Skip to comments.The Chicken of the Sea: A Modern Tale of Fear, Failure, and Cowardice
Posted on 01/19/2012 5:05:43 AM PST by SLB
The sight of the giant cruise ship Costa Concordia listing in the deadly embrace of the sea is a now a graphic symbol of failure. Its timing is absolutely eerie, coming so close to the 100th anniversary of the sinking of the Titanic. But, unlike the Titanic, this disaster did not take in the middle of the ocean, far from the range of observation. The Costa Concordia appears to be almost touching the rocky Italian coastline. The digital revolution ensures that we are all able to see the wreck of the ship in living color.
And then came the story. It appears that Captain Francesco Schettino deliberately took the Costa Concordia off its assigned course in order to bring the giant vessel dangerously close to the Tuscan coastline so that a crew member could greet his family. During the maneuver, the ship hit a submerged outcropping of rock, tearing a massive hole in the hull. Within seconds, the Captain knew the ship was in trouble, and he brought the fast-sinking ship to rest on a reef, listing heaving on its starboard side.
Within minutes, local authorities launched a rescue operation. Thankfully, the accident took place close to shore, and the captain had been able to crash the ship onto the reef, preventing it from fully sinking. Nevertheless, massive portions of the ships interior space quickly filled with the cold and dark water. The death toll could rise to as many as 40 or more. As of Wednesday night, eleven deaths had been confirmed, and another 24 passengers and crew remained missing. Authorities cited movement of the vessel and conditions on board as an indication that further rescues were unlikely.
A flood of questions immediately surfaced. Why had the captain deliberately taken the ship off its course? What sane captain would bring a massive $450-million vessel with 4,200 passengers and crew into such clearly dangerous waters? Once the ship was compromised, were standard lifesaving practices followed?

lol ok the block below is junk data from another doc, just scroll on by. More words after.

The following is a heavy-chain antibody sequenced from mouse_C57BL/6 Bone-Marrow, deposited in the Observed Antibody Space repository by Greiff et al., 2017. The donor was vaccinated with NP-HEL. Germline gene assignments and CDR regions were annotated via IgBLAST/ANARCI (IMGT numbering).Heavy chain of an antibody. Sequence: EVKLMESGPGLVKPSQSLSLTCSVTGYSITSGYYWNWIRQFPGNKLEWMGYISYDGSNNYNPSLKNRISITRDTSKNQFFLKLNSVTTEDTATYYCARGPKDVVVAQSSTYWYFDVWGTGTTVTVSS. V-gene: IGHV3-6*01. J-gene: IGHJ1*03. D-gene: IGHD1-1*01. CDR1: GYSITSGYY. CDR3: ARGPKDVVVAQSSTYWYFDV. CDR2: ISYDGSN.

All of those questions were swirling about when a stunning development exploded its way into the conversation. An Italian newspaper, Corriere della Sera, obtained and released a recording of the Italian Coast Guard communicated with Captain Schettino after the accident. That conversation is sure to become part of maritime lore for generations to come.
The recording makes clear that Captain Schettino abandoned his ship long before most passengers were rescued. Captain Gregorio De Falco of the Italian Coast Guard had discovered that Captain Schettino is not on board his ship, but in a rescue boat. Captain De Falco ordered Schettino to return to his ship and command the rescue operation: Schettino? Listen Schettino. There are people trapped on board. Now you go with your boat under the prow on the starboard side. There is a pilot ladder. You will climb that ladder and go on board. You go on board and then you will tell me how many people there are. Is that clear? Im recording this conversation, Cmdr. Schettino
Captain De Falco continued: